Waist/height index

Waist/height index

The ratio of waist cir­cum­fer­ence to a per­son­’s height, or waist / height index (WTI, WtHR) is anoth­er attempt in a sim­ple way to iden­ti­fy peo­ple with para­me­ters dan­ger­ous to health.

Accord­ing to research in this area, ITR is more effec­tive in pre­dict­ing car­diac risk, the like­li­hood of dia­betes, and all-cause mor­tal­i­ty than BMI or even ITB.

The cri­te­ria is very sim­ple:

  • if the ratio of waist cir­cum­fer­ence to height is 0.5 or less, then the per­son has a nor­mal weight;
  • if the MRI is greater than 0.5, this indi­cates the pres­ence of risks to his health.

Advan­tages of mea­sur­ing MRI: sim­ple and con­ve­nient for approx­i­mate risk assess­ments of devel­op­ing heart and vas­cu­lar dis­eases, as well as dia­betes mel­li­tus.

Cons of ITR: all the same as for oth­er indices. The fea­tures of the fig­ure and phys­i­cal activ­i­ty of a per­son are not tak­en into account.

Brock’s formula

In order to cal­cu­late the weight norm accord­ing to Brock­’s for­mu­la, it is enough to sub­tract a cer­tain fig­ure from your height. And which one depends on growth:

  • If you are 165 cm or less: Sub­tract 100 from your height.
  • With a height of 166–175 cm: sub­tract 105 from the height.
  • With a height of 176 cm or more: sub­tract 110 from the height.

But that’s not all! Con­sid­er what type of physique a per­son has. And as you know, there are three of them (main): asthen­ics (thin and tall), nor­mas­then­ics (har­mo­nious), hyper­s­then­ics (mas­sive and low). Then, when using Bro­ca’s for­mu­la, after sub­tract­ing the cor­rect fig­ure, it fol­lows:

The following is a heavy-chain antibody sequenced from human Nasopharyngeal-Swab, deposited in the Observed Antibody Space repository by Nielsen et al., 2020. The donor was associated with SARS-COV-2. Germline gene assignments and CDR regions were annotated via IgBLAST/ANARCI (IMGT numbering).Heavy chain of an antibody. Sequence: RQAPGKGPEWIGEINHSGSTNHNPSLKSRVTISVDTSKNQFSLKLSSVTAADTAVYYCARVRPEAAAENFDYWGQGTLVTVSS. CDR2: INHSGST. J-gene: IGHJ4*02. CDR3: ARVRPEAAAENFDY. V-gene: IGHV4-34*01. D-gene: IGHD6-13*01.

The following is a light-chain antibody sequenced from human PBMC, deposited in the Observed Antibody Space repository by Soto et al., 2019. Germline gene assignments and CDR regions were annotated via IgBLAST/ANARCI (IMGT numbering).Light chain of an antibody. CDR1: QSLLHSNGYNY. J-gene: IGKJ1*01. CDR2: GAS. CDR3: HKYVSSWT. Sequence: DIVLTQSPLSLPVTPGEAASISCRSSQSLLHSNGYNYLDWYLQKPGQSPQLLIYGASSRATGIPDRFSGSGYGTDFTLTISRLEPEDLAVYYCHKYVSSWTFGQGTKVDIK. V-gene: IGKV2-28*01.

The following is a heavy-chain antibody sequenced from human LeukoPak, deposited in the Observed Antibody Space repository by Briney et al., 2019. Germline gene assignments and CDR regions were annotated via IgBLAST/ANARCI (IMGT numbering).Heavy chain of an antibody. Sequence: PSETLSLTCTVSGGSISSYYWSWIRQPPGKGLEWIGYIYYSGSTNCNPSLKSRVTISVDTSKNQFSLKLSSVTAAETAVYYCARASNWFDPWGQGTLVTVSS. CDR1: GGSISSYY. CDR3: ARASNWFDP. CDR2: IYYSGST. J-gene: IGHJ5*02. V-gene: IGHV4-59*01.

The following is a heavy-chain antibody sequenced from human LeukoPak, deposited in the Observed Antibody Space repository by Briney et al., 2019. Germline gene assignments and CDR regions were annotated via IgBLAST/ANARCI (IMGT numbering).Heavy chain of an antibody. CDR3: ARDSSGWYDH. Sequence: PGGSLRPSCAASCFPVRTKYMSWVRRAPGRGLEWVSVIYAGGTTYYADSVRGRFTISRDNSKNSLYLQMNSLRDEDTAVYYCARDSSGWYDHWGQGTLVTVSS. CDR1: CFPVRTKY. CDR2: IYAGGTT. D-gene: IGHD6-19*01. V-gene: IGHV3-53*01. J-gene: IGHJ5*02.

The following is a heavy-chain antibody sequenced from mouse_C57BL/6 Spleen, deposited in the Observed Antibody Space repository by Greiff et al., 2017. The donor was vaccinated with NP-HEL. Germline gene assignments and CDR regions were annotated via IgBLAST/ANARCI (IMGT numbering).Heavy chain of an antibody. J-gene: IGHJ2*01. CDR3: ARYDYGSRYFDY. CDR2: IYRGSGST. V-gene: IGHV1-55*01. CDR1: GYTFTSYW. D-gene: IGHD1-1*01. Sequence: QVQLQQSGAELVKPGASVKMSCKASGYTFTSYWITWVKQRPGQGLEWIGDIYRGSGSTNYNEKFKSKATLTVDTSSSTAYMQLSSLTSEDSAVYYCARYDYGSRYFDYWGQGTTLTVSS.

• Asthen­ics deduct anoth­er 10%.
  • Nor­mosten­ics — do not change any­thing.
  • Hyper­s­then­ics — add 10% on top.

But this still does not give the final val­ue. Because peo­ple come in dif­fer­ent ages, and, as men­tioned ear­li­er, their height and, to some extent, physique depend on age. There­fore, plus every­thing fol­lows:

  • For young peo­ple aged 20–30 years — fur­ther reduce the cal­cu­lat­ed fig­ure by 10%.
  • Peo­ple aged 40–45 years — do not change any­thing.
  • Elder­ly peo­ple over 50 years old — add 5–7% on top.

The idea of ​​Brock­’s for­mu­la is good: take into account age, body type, fea­tures of the fig­ure with dif­fer­ent heights — and this is a plus of this for­mu­la. It is already dif­fi­cult to call it sim­ple, giv­en the numer­ous edits that occur in the process.

There is a slight­ly sim­pli­fied mod­ern ver­sion of Brock­’s for­mu­la using a fac­tor of 1.15:

  • To cal­cu­late the weight of a woman, it is nec­es­sary: ​​sub­tract 110 from height and mul­ti­ply the result­ing num­ber by 1.15.
  • To cal­cu­late the weight of a man, you need to sub­tract 100 from height and mul­ti­ply the result­ing num­ber by 1.15.

The minus of Brock­’s for­mu­la is just in too many nuances, and also in the fact that in this case it is impos­si­ble to take into account the ratio of fat and mus­cles. The same ath­letes, preg­nant ladies and girls under 18, for exam­ple, will again be out­side the norm.


  • There is no ide­al for­mu­la for cal­cu­lat­ing the “cor­rect” weight with a min­i­mum of data and mea­sur­ing instru­ments. Peo­ple are too dif­fer­ent.
  • All these meth­ods give very approx­i­mate results, espe­cial­ly at the bor­ders of the ranges. Espe­cial­ly for peo­ple who are some­how dif­fer­ent from the aver­age per­son — height, health, body con­di­tion, etc.
  • Nev­er­the­less, these indices are quite suit­able for under­stand­ing: the risks of heart and vas­cu­lar dis­eases, dia­betes and oth­er dan­ger­ous dis­eases are already too high, and some­thing needs to be done with extra pounds.
  • A more accu­rate result can be obtained by mea­sur­ing the pro­por­tion of fat and mus­cle in the body.

Com­par­i­son of select­ed body com­po­si­tion para­me­ters in women using DXA and anthro­po­met­ric method. / Grze­gor­czyk J, Woloszyn N, Perenc L. // J Res Med Sci­ence - 2019 Aug - 28;24:70

Abdom­i­nal Obe­si­ty Indi­ca­tors: Waist Cir­cum­fer­ence or Waist-to-hip Ratio in Malaysian Adults Pop­u­la­tion. / Ahmad N, et al. // Int J Prev Med. - 2016 - 7:82

BMI-relat­ed errors in the mea­sure­ment of obe­si­ty. / Roth­man KJ. // Int J Obes (Lond). - 2008 Aug - 32 Sup­pl 3:S56‑9.

The valid­i­ty of pre­dict­ed body fat per­cent­age from body mass index and from imped­ance in sam­ples of five Euro­pean pop­u­la­tions. / Deuren­berg, P., Andreoli, A., Borg, P. et al. // Eur J Clin Nutr - 2001 - 55